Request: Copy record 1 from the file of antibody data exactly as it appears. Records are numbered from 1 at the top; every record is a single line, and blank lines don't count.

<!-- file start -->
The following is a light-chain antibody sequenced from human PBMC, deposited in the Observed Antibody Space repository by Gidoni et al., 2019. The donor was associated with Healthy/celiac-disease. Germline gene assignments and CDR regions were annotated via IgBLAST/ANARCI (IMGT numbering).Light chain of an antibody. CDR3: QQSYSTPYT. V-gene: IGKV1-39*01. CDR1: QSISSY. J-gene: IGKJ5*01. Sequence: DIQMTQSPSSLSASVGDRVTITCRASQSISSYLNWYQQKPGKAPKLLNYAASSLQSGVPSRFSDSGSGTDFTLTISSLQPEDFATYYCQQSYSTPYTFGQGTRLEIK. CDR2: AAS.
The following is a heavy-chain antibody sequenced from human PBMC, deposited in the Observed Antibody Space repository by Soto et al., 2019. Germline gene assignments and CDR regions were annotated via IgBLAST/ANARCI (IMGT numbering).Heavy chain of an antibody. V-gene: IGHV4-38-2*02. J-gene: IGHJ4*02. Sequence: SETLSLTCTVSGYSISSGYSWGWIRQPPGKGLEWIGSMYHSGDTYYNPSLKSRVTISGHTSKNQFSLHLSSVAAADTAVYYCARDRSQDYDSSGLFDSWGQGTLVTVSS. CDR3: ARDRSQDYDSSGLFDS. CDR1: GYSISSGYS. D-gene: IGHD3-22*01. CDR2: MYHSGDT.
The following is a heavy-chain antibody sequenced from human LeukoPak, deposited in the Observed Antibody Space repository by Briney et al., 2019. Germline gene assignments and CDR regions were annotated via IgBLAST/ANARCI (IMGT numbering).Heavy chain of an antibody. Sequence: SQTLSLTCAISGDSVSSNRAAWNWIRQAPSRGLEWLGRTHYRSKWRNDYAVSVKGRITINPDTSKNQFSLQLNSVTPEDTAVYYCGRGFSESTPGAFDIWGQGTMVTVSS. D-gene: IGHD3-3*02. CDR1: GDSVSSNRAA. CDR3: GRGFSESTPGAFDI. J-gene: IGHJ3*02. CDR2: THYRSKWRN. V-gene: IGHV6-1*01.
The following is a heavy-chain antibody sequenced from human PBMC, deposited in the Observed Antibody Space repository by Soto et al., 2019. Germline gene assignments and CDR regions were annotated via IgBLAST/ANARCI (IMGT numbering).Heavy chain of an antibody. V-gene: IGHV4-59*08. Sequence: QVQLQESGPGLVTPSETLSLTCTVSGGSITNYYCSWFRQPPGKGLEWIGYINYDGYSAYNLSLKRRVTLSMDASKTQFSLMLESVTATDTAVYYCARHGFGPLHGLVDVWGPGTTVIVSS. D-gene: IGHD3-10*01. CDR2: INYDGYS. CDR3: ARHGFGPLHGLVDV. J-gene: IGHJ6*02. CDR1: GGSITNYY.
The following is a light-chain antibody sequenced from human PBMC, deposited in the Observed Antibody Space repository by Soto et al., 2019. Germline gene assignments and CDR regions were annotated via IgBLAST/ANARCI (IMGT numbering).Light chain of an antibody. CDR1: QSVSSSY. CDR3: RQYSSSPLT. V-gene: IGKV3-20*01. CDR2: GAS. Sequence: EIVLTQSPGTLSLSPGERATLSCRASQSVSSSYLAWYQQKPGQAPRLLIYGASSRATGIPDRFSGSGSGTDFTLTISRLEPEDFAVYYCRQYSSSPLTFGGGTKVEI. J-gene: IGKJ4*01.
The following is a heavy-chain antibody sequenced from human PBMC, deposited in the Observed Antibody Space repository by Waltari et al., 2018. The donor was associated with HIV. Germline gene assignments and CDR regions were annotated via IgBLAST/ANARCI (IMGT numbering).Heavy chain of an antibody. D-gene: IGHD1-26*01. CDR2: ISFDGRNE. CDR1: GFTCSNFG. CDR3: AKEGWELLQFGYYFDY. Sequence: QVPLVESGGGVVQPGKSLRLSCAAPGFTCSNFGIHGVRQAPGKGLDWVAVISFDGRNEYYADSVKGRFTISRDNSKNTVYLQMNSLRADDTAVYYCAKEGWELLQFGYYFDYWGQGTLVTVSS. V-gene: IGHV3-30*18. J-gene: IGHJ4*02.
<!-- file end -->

The following is a light-chain antibody sequenced from human PBMC, deposited in the Observed Antibody Space repository by Gidoni et al., 2019. The donor was associated with Healthy/celiac-disease. Germline gene assignments and CDR regions were annotated via IgBLAST/ANARCI (IMGT numbering).Light chain of an antibody. CDR3: QQSYSTPYT. V-gene: IGKV1-39*01. CDR1: QSISSY. J-gene: IGKJ5*01. Sequence: DIQMTQSPSSLSASVGDRVTITCRASQSISSYLNWYQQKPGKAPKLLNYAASSLQSGVPSRFSDSGSGTDFTLTISSLQPEDFATYYCQQSYSTPYTFGQGTRLEIK. CDR2: AAS.